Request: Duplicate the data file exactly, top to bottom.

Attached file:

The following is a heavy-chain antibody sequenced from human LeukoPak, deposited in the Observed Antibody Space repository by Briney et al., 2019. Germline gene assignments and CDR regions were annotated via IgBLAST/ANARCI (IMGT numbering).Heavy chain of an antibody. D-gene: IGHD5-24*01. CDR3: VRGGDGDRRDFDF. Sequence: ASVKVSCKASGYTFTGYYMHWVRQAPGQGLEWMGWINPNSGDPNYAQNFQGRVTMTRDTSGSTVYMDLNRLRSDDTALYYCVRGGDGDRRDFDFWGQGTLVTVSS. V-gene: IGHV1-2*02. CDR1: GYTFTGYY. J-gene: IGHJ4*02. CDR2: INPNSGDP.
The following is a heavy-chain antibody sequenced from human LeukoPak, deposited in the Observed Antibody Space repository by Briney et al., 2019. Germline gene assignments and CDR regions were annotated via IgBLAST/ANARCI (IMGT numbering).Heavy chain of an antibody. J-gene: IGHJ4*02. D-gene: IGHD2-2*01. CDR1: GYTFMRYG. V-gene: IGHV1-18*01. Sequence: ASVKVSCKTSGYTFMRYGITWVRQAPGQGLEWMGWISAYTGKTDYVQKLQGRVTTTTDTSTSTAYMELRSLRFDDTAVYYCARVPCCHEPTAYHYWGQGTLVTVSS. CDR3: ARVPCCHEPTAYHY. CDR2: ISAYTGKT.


The following is a heavy-chain antibody sequenced from human LeukoPak, deposited in the Observed Antibody Space repository by Briney et al., 2019. Germline gene assignments and CDR regions were annotated via IgBLAST/ANARCI (IMGT numbering).Heavy chain of an antibody. D-gene: IGHD5-24*01. CDR3: VRGGDGDRRDFDF. Sequence: ASVKVSCKASGYTFTGYYMHWVRQAPGQGLEWMGWINPNSGDPNYAQNFQGRVTMTRDTSGSTVYMDLNRLRSDDTALYYCVRGGDGDRRDFDFWGQGTLVTVSS. V-gene: IGHV1-2*02. CDR1: GYTFTGYY. J-gene: IGHJ4*02. CDR2: INPNSGDP.
The following is a heavy-chain antibody sequenced from human LeukoPak, deposited in the Observed Antibody Space repository by Briney et al., 2019. Germline gene assignments and CDR regions were annotated via IgBLAST/ANARCI (IMGT numbering).Heavy chain of an antibody. J-gene: IGHJ4*02. D-gene: IGHD2-2*01. CDR1: GYTFMRYG. V-gene: IGHV1-18*01. Sequence: ASVKVSCKTSGYTFMRYGITWVRQAPGQGLEWMGWISAYTGKTDYVQKLQGRVTTTTDTSTSTAYMELRSLRFDDTAVYYCARVPCCHEPTAYHYWGQGTLVTVSS. CDR3: ARVPCCHEPTAYHY. CDR2: ISAYTGKT.